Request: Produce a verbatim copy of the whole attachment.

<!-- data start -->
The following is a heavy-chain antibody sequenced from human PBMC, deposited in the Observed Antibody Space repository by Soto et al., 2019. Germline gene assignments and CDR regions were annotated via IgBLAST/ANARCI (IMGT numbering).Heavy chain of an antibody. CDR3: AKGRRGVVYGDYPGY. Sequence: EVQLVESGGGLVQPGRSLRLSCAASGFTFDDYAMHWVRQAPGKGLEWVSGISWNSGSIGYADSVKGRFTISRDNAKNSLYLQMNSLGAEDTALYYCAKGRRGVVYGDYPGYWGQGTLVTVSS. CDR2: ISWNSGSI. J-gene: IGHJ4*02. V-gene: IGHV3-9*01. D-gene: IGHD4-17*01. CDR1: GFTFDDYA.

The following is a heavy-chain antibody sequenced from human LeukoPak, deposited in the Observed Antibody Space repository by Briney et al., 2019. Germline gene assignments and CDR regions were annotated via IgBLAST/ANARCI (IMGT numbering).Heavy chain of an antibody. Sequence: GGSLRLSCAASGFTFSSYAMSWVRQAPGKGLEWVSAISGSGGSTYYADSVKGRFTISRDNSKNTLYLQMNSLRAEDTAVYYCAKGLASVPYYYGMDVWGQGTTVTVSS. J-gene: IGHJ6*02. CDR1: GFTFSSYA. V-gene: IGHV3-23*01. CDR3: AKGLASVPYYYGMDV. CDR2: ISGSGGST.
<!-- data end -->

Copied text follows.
The following is a heavy-chain antibody sequenced from human PBMC, deposited in the Observed Antibody Space repository by Soto et al., 2019. Germline gene assignments and CDR regions were annotated via IgBLAST/ANARCI (IMGT numbering).Heavy chain of an antibody. CDR3: AKGRRGVVYGDYPGY. Sequence: EVQLVESGGGLVQPGRSLRLSCAASGFTFDDYAMHWVRQAPGKGLEWVSGISWNSGSIGYADSVKGRFTISRDNAKNSLYLQMNSLGAEDTALYYCAKGRRGVVYGDYPGYWGQGTLVTVSS. CDR2: ISWNSGSI. J-gene: IGHJ4*02. V-gene: IGHV3-9*01. D-gene: IGHD4-17*01. CDR1: GFTFDDYA.

The following is a heavy-chain antibody sequenced from human LeukoPak, deposited in the Observed Antibody Space repository by Briney et al., 2019. Germline gene assignments and CDR regions were annotated via IgBLAST/ANARCI (IMGT numbering).Heavy chain of an antibody. Sequence: GGSLRLSCAASGFTFSSYAMSWVRQAPGKGLEWVSAISGSGGSTYYADSVKGRFTISRDNSKNTLYLQMNSLRAEDTAVYYCAKGLASVPYYYGMDVWGQGTTVTVSS. J-gene: IGHJ6*02. CDR1: GFTFSSYA. V-gene: IGHV3-23*01. CDR3: AKGLASVPYYYGMDV. CDR2: ISGSGGST.